(Justin Sullivan/Getty)

California Governor Jerry Brown and Democratic leaders announced on Monday that they had reached a deal on a majority-vote budget. We get the details on the plan, which is expected to come up for a vote today.

Guests:
John Myers, KQED's Sacramento bureau chief
Mark Leno, state senator (D) representing California's 3rd District and chair of the senate Budget and Fiscal Review Committee
Jim Nielsen, state assemblyman (R) representing California's 2nd District and vice chair of the Assembly Budget Committee
Jon Fleischman, GOP strategist and publisher of FlashReport.org, a website on California politics
Jean Ross, executive director of the California Budget Project, a public policy research group based in Sacramento

  • CaptainSuburbia

    Here’s a question to address:
    Doesn’t this democratic budget “solution” still need republican support to be enacted? From the articles I’m reading, they make it seem like the Dems are unified on this and it will happen, possibly today.

    Thanks!

    • SD619ER

      No. A budget without increased taxes only requires a majority vote.

  • I don’t know why we don’t just cut services in Republican districts. If they don’t want tax increases and keep talking cuts, let them have it. But only in their districts.

  • Gabe Aponte

    Just a general comment…I find it disheartening that we spend so much time and energies discussing a purely operational matter such as passing a budget.

    There are such bigger and more important topics that our Legislature and citizenry should be worrying about. It seems all our Legislature worries about nowadays is the administrative task of passing a budget.

  • timholton

    I’m glad you brought up Connie Conway. I hope the  show will address comments from Republican legislators like I heard from her on the California Report story this morning which is simply, to quote Conway, “stay out of our lives.”

    This message raises deep, fundamental questions for civil society: Have our public officials abandoned the public interest altogether? Have the rich in this state abandoned California as a whole? For that matter, have America’s rich abandoned the nation? I’m trying to be charitable, but what is the Republican vision for the responsibility of the individual to other members of their communities, states, and country? How can this be seen as anything but blatantly anti-social and destructive to the social fabric? How by any measure is it conservative? I don’t know how else to frame the matter.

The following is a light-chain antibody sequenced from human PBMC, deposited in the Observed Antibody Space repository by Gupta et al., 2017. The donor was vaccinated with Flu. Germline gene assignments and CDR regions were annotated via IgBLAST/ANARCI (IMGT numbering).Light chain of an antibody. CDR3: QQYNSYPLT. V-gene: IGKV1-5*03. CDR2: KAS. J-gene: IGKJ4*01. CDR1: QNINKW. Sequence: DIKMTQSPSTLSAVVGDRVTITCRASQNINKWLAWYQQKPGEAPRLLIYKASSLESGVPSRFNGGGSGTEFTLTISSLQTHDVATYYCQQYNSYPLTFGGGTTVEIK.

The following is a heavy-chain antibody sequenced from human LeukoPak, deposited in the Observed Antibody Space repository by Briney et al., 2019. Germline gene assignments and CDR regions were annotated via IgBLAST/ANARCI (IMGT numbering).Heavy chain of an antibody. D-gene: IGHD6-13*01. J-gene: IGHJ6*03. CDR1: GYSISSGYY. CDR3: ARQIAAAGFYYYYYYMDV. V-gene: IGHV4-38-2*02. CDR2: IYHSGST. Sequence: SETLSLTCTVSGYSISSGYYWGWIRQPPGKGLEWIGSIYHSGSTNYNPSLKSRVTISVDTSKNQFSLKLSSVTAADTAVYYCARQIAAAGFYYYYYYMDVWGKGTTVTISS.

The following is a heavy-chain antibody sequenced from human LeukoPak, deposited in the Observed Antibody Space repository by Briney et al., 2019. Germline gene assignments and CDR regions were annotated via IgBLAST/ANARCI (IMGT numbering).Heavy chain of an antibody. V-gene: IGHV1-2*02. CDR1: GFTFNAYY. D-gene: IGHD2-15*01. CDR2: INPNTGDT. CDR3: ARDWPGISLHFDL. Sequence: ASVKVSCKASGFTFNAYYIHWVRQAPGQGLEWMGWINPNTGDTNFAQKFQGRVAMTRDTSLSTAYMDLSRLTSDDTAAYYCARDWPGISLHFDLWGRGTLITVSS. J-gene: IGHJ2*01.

• Keira

    What is the status on the redevelopment trailer bill? Will that be voted on today? 

  • timholton

    If the Republican guest can present one piece of actual evidence that tax cuts lead to job creation, one piece of evidence drawn from the last 3 decades of blind faith in supply-side economics, I’d like to hear it. Otherwise, people who like to see evidence along with their theories will continue to regard his opinions as debased ideology and another zombie theory.

  • Willey

    We could totally cut the state budget by switching our streetlights to more efficient Plasma lighting. There is a video about it- http://www.youtube.com/watch?v=3uBLsfHf0CQ&feature=feedlik_more

  • Jim

    The repeated claim that lowering taxes creates jobs is a believe not different from religion. There is no proof that this claim is correct and plenty that it is not. As long as philosophy trumps practical solutions and compromise, including raising taxes, there will only be continuing crisis and a bigger hole to climb out of.

  • lolly caust

     the republicans want to go back to the ‘perfect world’ of the 1950s, so why don’t they want to tax the rich the way we did in the 1950’s?

    from 1951 to 1964 the top federal tax income rates were 91% and the top capital gains tax was 25%

    today the top rate is 40% and the top capital gains tax is 20%

  • Lou

    One of last comments I heard, was the voters demonstrated 2yrs ago we did not want more taxes by turning down extensions of temporary taxes. I voted against the extension to demonstrate against TEMPORARY taxes becoming defacto taxes, NOT to lower taxes. Give us a real tax structure that pays for the programs. I want to pay for services. And the last thing I want is to turn my services over to the broken, and greed based commercial market.  

  • Chrisco

    These Republicans sound like spoofs of themselves. I guess the broken record of tax cuts will never change. I am glad they are for mom and apple pie, too. So bold and forward thinking.

  • KH

    I would love to see some research done on the “savings” middle class and lower class individuals and families will reap from lowering the vehicle license fee and the sales tax by one cent.  If a family’s household income is that impacted by a projected savings of $1,000 per year, they’d actually be much better off financially with a robust public education system and functioning public services. 

    If you save a few cents each time you go to the market but your public school is failing or the cost of state funded higher education rises by 20 or 30 percent, you’re getting pennies on the dollars.  Any working class or middle class family relies on government funded institutions – parks, schools, libraries, recreation centers – to help raise and educate their children.  If these institutions no longer function as needed, you could never cover the costs to replace these  “big government” entities for less than $1,000 per year.

    If you look at the services an average middle class person uses over their lifetime, it is extremely doubtful that they pay into the system as much as they use.  As a group, we are much better off paying small amounts toward the system as a whole to reap the benefits of group buying.  Our government is the original “groupon” system where together we can “purchase” substantially more than as individuals.

Sponsored by

Become a KQED sponsor